Solid Science Practical Solutions


An Important Tool to Improve Ventilation for Safe
Re-Opening of Schools in 2021
OSHA and the CDC’s key mitigation strategies are essential to the safe delivery of in-person instruction and to mitigate SARS-CoV-2 (COVID-19) virus transmission in schools: 

Legionella contamination is on the rise as buildings reopen after long shutdowns. These bacteria are responsible for causing Legionnaire's Disease, a serious and common respiratory illness. Temporary shutdown of buildings can result in stagnant water in the building's plumbing system which increases the risk for growth and spread of Legionella and other biofilm-associated bacteria.

As building owners and managers begin planning for re-occupancy of shutdown or reduced operation buildings, it is critical to address the risk of COVID-19 and other hazardous exposures to building occupants.  Five key categories of risk and recommended steps are outlined below.


With all the recent headlines and news reports from Flint, MI to Newark, NJ and elsewhere, many building managers, owners and occupants are asking:
Should I be worried about lead in my drinking water?
The answer is YES for many but it depends on the following key factors:

In the past year formaldehyde has been making headlines. Click through to learn more about formaldehyde, how to determine if the wood you work with contains formaldehyde, and what to do if you think it's affecting the health and safety of your employees.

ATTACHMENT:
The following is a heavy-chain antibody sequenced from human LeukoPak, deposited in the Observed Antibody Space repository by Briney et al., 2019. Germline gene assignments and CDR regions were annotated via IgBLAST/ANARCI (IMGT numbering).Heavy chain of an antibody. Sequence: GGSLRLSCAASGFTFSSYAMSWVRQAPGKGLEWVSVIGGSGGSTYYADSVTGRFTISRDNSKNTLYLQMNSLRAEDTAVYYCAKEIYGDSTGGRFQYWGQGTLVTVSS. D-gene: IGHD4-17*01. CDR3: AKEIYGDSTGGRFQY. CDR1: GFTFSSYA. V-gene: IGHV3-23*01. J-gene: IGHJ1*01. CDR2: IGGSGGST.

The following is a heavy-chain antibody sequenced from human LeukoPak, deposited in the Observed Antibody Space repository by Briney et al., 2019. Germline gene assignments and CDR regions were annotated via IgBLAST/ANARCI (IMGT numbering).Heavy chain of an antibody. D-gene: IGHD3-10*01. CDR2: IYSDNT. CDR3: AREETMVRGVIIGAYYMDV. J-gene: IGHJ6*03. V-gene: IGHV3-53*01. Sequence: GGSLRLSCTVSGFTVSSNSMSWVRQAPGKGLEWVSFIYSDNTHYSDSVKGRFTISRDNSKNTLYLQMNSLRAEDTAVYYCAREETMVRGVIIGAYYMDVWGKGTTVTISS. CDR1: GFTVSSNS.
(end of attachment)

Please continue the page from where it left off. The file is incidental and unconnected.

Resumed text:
Indoor Air Quallity Tips For The Holidays
Raising your "IQ' on "IAQ"

Some Districts are already looking at their lead in drinking water program in the rear view mirror, while many are just starting the journey. Most of the Districts we are speaking with are still in the early planning stages of fulfilling the new requirements for a mandated District-specific Quality Assurance Project Plan (QAPP) and comprehensive sampling for lead in drinking water throughout their District. Click through for more information on lead in drinking water and key points to consider...

Effective July 13, 2016, New Jersey Department of Education (NJDOE) regulations require public school districts to test drinking water in schools for lead. Here's what we know...

As School Districts in New Jersey continue to report elevated lead levels in their drinking water, the pressure to test is increasing for all Districts. As a result, the State Senate and Assembly are taking action...

Valued School Clients:
Recent headlines about elevated lead in drinking water in Flint, Michigan, Newark Public Schools, among others, have brought attention to a very serious long standing public health issue.  GSE's public school and other public and private sector clients have been urgently calling for information and assistance. 
The most common questions include:
  • Are our buildings at risk?